The big question is how to detect the users device and hopefully get its screen size in Django. I started with I was able to install it on Ubuntu 12.04 without any problems. I was using the “lite-pattern-wrapper” method, so I did not download the trie database. It worked fine, locally with the Django development server. However, when I tried to install it on a CentOS 5, 32-bit machine (Webfaction), it seg faulted. The folks at Webfaction suggested that I migrate to one of their CentOS 6, 64-bit machines. It installed without problems on the machine. But when I tried using the code by fetching a page from my DroidX, it seg faulted. I am not sure how to debug something like that. It works locally. And when it seg faults there are no debugging messages.

Wait. All is not lost. The middleware and context processor works with Firefox on Ubuntu. I added a bunch of print statements to the middleware. The problem occurs in the call to mobile_detector.match in _match. Up until then all the parameters look reasonable. To make matter worse, if I fire up my virtualenv and python interpreter on the server and run that command from the command line, with the params that caused the seg fault, everything works fine. It looks like this is a problem with mod_wsgi.

There is some stuff on stackoverflow related to this. I tried adding WSGIApplicationGroup %{GLOBAL} but no change. This is a mess. Moving on. I am going to try a pure python package.

django-mobile looks OK, but seems to be limited to just differentiating between mobile, tablet and full. Moble ESP looks interesting. The python code is just one file: It’s very readable and understandable. Not as many Django features as django-mobile. But most of what I want, I can roll my own. Here is quick and dirty middleware:

from xxx import mdetect

class DetectMobile:
    def process_request(self, request):
        user_agent = request.META.get("HTTP_USER_AGENT")
        http_accept = request.META.get("HTTP_ACCEPT")
        if user_agent and http_accept:
            agent = mdetect.UAgentInfo(userAgent=user_agent, httpAccept=http_accept)
            request.mobile_esp_agent = agent   # in case we want more information about the device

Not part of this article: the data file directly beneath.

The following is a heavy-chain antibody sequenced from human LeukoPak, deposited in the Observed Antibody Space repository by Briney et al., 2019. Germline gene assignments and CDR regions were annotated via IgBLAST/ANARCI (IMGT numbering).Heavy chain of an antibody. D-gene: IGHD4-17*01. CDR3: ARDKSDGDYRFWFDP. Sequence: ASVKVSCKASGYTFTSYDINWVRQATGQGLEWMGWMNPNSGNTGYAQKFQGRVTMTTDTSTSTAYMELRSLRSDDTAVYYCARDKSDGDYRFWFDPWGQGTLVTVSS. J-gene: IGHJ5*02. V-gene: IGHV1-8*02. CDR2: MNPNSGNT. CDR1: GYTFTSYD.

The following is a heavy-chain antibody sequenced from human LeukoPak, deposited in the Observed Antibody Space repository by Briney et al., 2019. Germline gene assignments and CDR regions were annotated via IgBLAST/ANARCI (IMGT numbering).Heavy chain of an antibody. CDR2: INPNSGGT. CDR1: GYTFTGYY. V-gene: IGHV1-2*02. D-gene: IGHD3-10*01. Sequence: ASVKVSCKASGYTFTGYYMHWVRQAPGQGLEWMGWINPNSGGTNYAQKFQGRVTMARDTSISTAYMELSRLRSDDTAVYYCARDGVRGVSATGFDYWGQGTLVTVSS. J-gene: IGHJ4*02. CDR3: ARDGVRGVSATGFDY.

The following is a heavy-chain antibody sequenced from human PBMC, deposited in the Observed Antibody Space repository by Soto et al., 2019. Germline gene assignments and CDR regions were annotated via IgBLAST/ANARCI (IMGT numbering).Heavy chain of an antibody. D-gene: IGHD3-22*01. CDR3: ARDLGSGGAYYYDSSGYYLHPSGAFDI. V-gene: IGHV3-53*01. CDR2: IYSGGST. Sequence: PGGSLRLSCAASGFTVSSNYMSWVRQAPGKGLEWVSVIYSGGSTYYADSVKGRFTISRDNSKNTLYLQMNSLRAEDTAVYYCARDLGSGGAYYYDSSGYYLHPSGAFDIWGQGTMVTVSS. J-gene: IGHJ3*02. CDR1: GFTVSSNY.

if agent.detectMobileQuick():
                request.device_type = 'mobile'
            elif agent.detectTierTablet():
                request.device_type = 'tablet'
                request.device_type = 'desktop'
            request.mobile_esp_agent = None
            request.device_type = 'desktop'   # default

The careful reader will no doubt notice that after I called django-mobile limited, I set about creating those exact limits in my middleware. Ha. But an even carefuller reader will notice I include the agent in request, so I can get at the details as needed. So far this approach is working well.


Django Modelform with Many-to-Many

Django (1.5) Modelform is supposed to handle many-to-many fields. In my case, I was editing the Django User model with Django groups. Everything seemed to be working correctly. The correct group associations were automatically showing up in the many-to-many widget. The problem was the new associations were not being saved.

A quick look at the docs revealed a discussion of the problems that can happen with many-to-many when a save is done using commit=False. But I was not doing that.

Turns out the problem was in my multi-select widget. I am using the “Whitelabel” theme from auto-magically replaces clunky widgets with better widgets. When I used a bare-bones HTML template, the many-to-many worked.

When I looked at the cleaned data right before the save command, I noticed that the Groups query set was empty. Adding the following to the form’s clean methods solved the problem:

def clean_groups(self):
    if 'groups[]' in
        group_ids = [int(x) for x in['groups[]']]
        g = Group.objects.filter(id__in=group_ids)
        g = Group.objects.none()
    return g